Angela Plohman on 3 Oct 2000 18:46:43 -0000

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[Nettime-bold] The Daniel Langlois Foundation

Apologies for cross-posting

Press Release



Montreal, October 3, 2000 - This morning, The Daniel Langlois Foundation for
Art, Science and Technology opened its Centre for Research and Documentation
(CR+D) to researchers working in the field of art and new technologies. The
Daniel Langlois Foundation also took the opportunity to introduce its new
Web site.  "In establishing this Centre for Research and Documentation, the
Foundation wishes to offer the Montreal community of researchers, creators
and members of the public interested in multimedia and new technologies in
the arts a valuable resource for understanding the new culture emerging in
this new century," said Daniel Langlois, President of the Foundation.

The only resource of its kind in Montreal, and one of a handful in the
world, the Centre for Research and Documentation (CR+D) will be instrumental
in fulfilling one of the Foundation's objectives, namely to make public the
fruits of its own research and the research it has made possible through its
funding programs.  More specifically, CR+D's mandate is to document the
history, works and practices associated with technological/media arts and
electronic and digital arts, and to make this information accessible in an
innovative way using telematic means. The CR+D collection covers the main
trends and practices seen in electronic and digital arts from the early
sixties to the present. The collection comprises books, exhibition and
festival catalogues and periodicals of historical and current importance. A
collection of rare CD-ROMs and other digital material has also been
assembled and is available for consultation.

The Foundation's collection includes the Images du futur Collection,  the
Steina and Woody Vasulka Archive  and the Experiments in Art and Technology
(E.A.T.) Document Collection. The Images du futur Collection includes
printed material (catalogues, conference proceedings, periodicals, etc.),
videos, slides and documentary files on artists, groups and organizations.
This collection, which runs from the eighties to the mid-nineties, brings
together international documentation corresponding to the 10-year history of
the Images du futur event organized, from 1985 to 1996, by Hervé Fischer and
Ginette Major with La Cité des arts et des nouvelles technologies de

The Steina and Woody Vasulka Archive contains extensive printed material,
technical drawings and manuscripts, final shooting scripts, videotapes,
correspondence and photographic material. Put together by the Vasulkas,
founders of The Kitchen, an alternative arts centre in New York, this
collection covers the pivotal era - from the late sixties up to today -
during which these two pioneers experimented with electronic media,
electronic instruments, analog computers, early digital synthesizers and
other audio and video processors.

As for the Experiments in Art and Technology (E.A.T.) Document Collection,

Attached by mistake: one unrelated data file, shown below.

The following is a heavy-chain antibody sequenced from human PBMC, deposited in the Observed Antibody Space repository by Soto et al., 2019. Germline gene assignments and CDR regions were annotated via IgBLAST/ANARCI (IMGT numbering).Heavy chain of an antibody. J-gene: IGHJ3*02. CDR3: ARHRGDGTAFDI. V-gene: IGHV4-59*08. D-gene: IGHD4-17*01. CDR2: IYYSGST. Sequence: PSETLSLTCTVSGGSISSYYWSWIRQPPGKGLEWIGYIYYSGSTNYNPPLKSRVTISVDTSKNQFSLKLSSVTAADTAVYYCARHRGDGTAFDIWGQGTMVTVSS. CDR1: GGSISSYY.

it is made up of more than 350 reports, catalogues, bulletins and copies of
articles published by E.A.T., mainly between 1965 and 1980. The mission of
E.A.T., founded in 1966 by engineers Billy Klüver and Fred Waldhauer and
artists Robert Rauschenberg and Robert Whitman, was to act as an
intermediary and to promote interaction between the arts and technology. The
material contained in this collection traces the history of the many
different projects organized by E.A.T. during the sixties and seventies.

"The Images du futur Collection and the Steina and Woody Vasulka Archive
provide documentation and information on a critical period in the
development of electronic and digital arts, namely from 1970 to the present.
It was during this time that creative artists began to "play" with
electronic images and sounds, whether it be the Vasulkas, for example, using
analog signal processors and the first digital synthesizers, or those
developing digital image processing, which we are well acquainted with here
in Montreal and which Images du futur diligently presented for 10 years.
With the ongoing addition of similar collections, as well as the research
and publications of the Foundation and other researchers, this resource will
continue to grow in the future," noted Jean Gagnon, the Foundation's
Director of Programs.

The Foundation strongly encourages organizations and individuals to pass on
to CR+D any relevant material they produce (printed publications, press
releases and electronic, digital, video, audio or any other documents) in
order for it to be added to the CR+D collection, and for users of the Centre
to be able to peruse. "CR+D indexes, in detail, every document which it
acquires or is sent, in a relational database. Researchers using our
resources can therefore readily access this material. The Foundation also
plans to promote telematic - i.e., Internet - access to the data and
documents," adds Alain Depocas, Head of CR+D. 

The Centre for Research and Documentation of The Daniel Langlois Foundation
will be open to researchers, by appointment, Wednesday to Friday, from 10
a.m. to 5 p.m. A reference service on technological/media, electronic and
digital arts is also available to CR+D users and to researchers worldwide
via E-mail,  at:

Contact information: Centre for Research and Documentation, 3530
Saint-Laurent Blvd., Suite 402, Montreal, Quebec H2X 2V1. Telephone (514)
987-7177. Fax (514) 987-7492. -

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